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The 'Wing Bud' Emerger

By Chris Sandford

Chris sandford, law vice, peccary,  
I’m sure you’ve experienced those days when trout seem incapable of a full-blooded rise. You can see them ‘dimpling’, then every now and again lethargically sipping a little something in the surface film. They then retire to savour their find a few inches below the surface; studiously ignoring anything you might throw at them. I’ve tried flies so small that they would give an optician a headache and flies so large, that should I be observed, I’d probably be drummed off the water!
At times like these, I usually ‘take to my books’… I have enough fly tying books to start a small library, so I’m almost always guaranteed inspiration, if not an answer. A quick decision is imperative because, even if you think you’ve solved the problem, conditions could change and when you return to the water, you find the trout competing in ‘Synchronised Leaping ’ for anything that flies within two feet of the surface!
Inspiration for the Wing Bud Emerger came initially from Leeson and Schollmeyer’s excellent book ‘Tying Emergers’. These examples got me thinking about the trout’s point of view and what could act as extra ‘triggers’ when the fly is examined in the surface film.
Small side wings on emerger patterns are not a new idea. There’s an early René Harrop tying using feather slips, but I felt that CDC ‘Wonderwings’ would aid buoyancy and be more noticeable. The inspiration for the Peccary body material I borrowed from Hans Van Klinken’s ‘Once and Away’ and the other bits and pieces just appeared as I developed the fly.
The expression ‘modesty forbids’ has never featured strongly in my everyday vocabulary, so let me say without hesitation that the ‘Wing Bud Emerger’ works like a dream in almost every trout fishing location; slow moving chalk streams and still waters, with the only exception being very fast rivers. I never try and move the fly but let it move naturally with the breeze or the flow of the stream.
So when tricky trout are ‘on the sip’, give them the WMB. I’m sure you won’t be disappointed.
The "Wing bud emerger"

The Materials required

Hook: Any light nymph hook. Size 16
Eyes: 30lb mono heated in a lighter flame!
Thorax Cover: Hairline Dubbin Micro Thin Foam.
Wing Buds: White CDC
Thorax: Natural CDC spun in a split thread.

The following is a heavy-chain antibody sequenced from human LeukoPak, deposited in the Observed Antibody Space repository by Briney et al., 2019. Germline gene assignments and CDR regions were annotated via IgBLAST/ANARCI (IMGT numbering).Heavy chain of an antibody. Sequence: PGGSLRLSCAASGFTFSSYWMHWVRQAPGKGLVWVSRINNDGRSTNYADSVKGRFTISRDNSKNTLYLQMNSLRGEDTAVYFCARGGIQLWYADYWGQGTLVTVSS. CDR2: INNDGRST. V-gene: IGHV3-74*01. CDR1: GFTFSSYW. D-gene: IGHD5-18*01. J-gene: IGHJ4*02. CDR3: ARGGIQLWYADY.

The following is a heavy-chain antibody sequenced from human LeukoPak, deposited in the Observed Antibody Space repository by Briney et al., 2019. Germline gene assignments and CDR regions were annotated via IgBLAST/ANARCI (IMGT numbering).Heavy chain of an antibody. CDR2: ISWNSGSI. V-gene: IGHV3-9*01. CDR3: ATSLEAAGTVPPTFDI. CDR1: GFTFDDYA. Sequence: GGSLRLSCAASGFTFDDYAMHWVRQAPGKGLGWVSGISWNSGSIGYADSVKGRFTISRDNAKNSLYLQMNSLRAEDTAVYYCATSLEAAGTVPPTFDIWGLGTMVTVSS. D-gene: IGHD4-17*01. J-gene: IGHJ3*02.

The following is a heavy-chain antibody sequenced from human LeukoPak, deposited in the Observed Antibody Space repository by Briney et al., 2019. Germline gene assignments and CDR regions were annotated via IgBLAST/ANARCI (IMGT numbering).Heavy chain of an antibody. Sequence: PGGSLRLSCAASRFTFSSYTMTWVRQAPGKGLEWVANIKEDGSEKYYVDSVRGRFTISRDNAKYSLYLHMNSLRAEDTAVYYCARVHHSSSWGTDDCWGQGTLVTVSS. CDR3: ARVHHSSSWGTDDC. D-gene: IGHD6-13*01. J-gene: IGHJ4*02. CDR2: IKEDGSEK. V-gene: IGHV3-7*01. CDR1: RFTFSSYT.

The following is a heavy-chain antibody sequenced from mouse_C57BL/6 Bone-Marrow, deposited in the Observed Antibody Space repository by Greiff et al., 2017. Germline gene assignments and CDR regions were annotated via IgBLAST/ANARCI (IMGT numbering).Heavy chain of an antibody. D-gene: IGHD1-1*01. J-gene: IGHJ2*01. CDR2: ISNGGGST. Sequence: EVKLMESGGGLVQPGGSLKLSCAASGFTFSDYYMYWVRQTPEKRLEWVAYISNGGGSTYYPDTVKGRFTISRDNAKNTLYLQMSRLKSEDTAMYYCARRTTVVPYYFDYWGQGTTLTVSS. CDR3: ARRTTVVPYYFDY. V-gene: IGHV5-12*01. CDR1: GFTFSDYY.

(All CDC from Steve Cooper at Cookshill Fly Tying. )
Body: Peccary with a coating of super glue.
Tail: Veniards Krystal Flash.
Put the hook in the vice and tie in a pair of eyes. These are made by holding a short length of 30lb mono in a pair of pliers or tweezers and heating the ends with a lighter flame.
Once secure add a drop of Super Glue and then run the thread down the shank and tie in a small bunch of Krystal Flash and a single Peccary bristle. This is the hair from a South American pig and makes wonderful nymph bodies. I got mine from those very nice chaps at Glasgow Angling. Be sure to soak the bristles in water before working with them as they are inclined to be brittle
Wind the Peccary forward leaving enough room for the thorax and ‘paint it’ with a thin coating of Super Glue. Now take a small strip of Micro Thin foam for the thorax cover, cut a shallow point at one end and tie in.
Now the slightly tricky bit! The Wonderwing buds. Take a small white CDC feather and place it at a 45-degree angle against the rear of the thorax and take one turn of thread over it letting the weight of the bobbin hold it lightly in place. Pull the feather through until you have got a thin wing bud that is very slightly too long. Now gently pull the feather back in the opposite direction and it will flare and form the correct shape. Secure with two more turns of thread and repeat the process on the other side of the hook.
Once you are happy with both wing buds carefully snip off the thick feather stems at the top of both feathers and the waste ends below the thread wraps.
I find the most efficient way to dub the natural CDC is to fold the feathers. There is a device on the market that make this very easy. Marc Petitjean’s Magic Tool, ( which has folding blocks that will accommodate difference size feathers. Fold the feather in the block and grip the folded feather in the magic clip and cut out the CDC spine then slip the fibres into a split thread or dubbing loop and spin it.
Carefully colour the foam back with a dark brown marker pen.
Here’s the fly in the surface film. I like the way the dense CDC dubbing spreads in the water giving the impression of ‘buggy’ legs. Of course, after the fly has been cast several times it will take on a little moisture and sit further down in the film. I’ve caught with this emerger on and under the surface.
The tying is a little complex but not too difficult once you’ve tied your first 2000 Wonderwing buds. Only kidding! It’s really easy if you take your time.
This is an extract from an article that originally appeared in Fly Fishing and Fly tying magazine